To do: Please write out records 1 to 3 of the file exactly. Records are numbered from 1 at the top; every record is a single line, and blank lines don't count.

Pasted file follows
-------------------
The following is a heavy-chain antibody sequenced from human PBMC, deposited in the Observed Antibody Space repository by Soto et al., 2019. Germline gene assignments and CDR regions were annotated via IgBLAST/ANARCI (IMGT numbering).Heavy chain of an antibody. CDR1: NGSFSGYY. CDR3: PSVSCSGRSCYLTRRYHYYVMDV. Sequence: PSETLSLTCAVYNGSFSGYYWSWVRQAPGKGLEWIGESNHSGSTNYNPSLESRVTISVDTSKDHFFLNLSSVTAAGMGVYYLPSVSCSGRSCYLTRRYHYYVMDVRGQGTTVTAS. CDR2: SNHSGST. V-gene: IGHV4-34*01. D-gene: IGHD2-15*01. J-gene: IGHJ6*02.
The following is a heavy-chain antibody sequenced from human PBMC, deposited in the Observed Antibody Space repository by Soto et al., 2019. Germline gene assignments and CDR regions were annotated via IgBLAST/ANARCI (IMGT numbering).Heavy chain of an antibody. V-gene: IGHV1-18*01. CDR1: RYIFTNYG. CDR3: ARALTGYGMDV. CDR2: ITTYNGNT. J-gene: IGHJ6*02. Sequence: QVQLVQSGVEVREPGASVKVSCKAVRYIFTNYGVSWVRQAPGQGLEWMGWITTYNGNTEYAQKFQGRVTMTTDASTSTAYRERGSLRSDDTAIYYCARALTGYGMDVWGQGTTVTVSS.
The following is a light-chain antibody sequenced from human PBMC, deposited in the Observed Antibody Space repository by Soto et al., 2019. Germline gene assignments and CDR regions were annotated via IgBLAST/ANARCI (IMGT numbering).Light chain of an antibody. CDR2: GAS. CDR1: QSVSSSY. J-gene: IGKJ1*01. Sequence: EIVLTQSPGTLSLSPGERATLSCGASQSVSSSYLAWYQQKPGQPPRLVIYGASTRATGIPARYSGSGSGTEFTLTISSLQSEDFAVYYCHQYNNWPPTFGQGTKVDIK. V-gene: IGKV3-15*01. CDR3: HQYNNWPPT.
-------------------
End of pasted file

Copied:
The following is a heavy-chain antibody sequenced from human PBMC, deposited in the Observed Antibody Space repository by Soto et al., 2019. Germline gene assignments and CDR regions were annotated via IgBLAST/ANARCI (IMGT numbering).Heavy chain of an antibody. CDR1: NGSFSGYY. CDR3: PSVSCSGRSCYLTRRYHYYVMDV. Sequence: PSETLSLTCAVYNGSFSGYYWSWVRQAPGKGLEWIGESNHSGSTNYNPSLESRVTISVDTSKDHFFLNLSSVTAAGMGVYYLPSVSCSGRSCYLTRRYHYYVMDVRGQGTTVTAS. CDR2: SNHSGST. V-gene: IGHV4-34*01. D-gene: IGHD2-15*01. J-gene: IGHJ6*02.
The following is a heavy-chain antibody sequenced from human PBMC, deposited in the Observed Antibody Space repository by Soto et al., 2019. Germline gene assignments and CDR regions were annotated via IgBLAST/ANARCI (IMGT numbering).Heavy chain of an antibody. V-gene: IGHV1-18*01. CDR1: RYIFTNYG. CDR3: ARALTGYGMDV. CDR2: ITTYNGNT. J-gene: IGHJ6*02. Sequence: QVQLVQSGVEVREPGASVKVSCKAVRYIFTNYGVSWVRQAPGQGLEWMGWITTYNGNTEYAQKFQGRVTMTTDASTSTAYRERGSLRSDDTAIYYCARALTGYGMDVWGQGTTVTVSS.
The following is a light-chain antibody sequenced from human PBMC, deposited in the Observed Antibody Space repository by Soto et al., 2019. Germline gene assignments and CDR regions were annotated via IgBLAST/ANARCI (IMGT numbering).Light chain of an antibody. CDR2: GAS. CDR1: QSVSSSY. J-gene: IGKJ1*01. Sequence: EIVLTQSPGTLSLSPGERATLSCGASQSVSSSYLAWYQQKPGQPPRLVIYGASTRATGIPARYSGSGSGTEFTLTISSLQSEDFAVYYCHQYNNWPPTFGQGTKVDIK. V-gene: IGKV3-15*01. CDR3: HQYNNWPPT.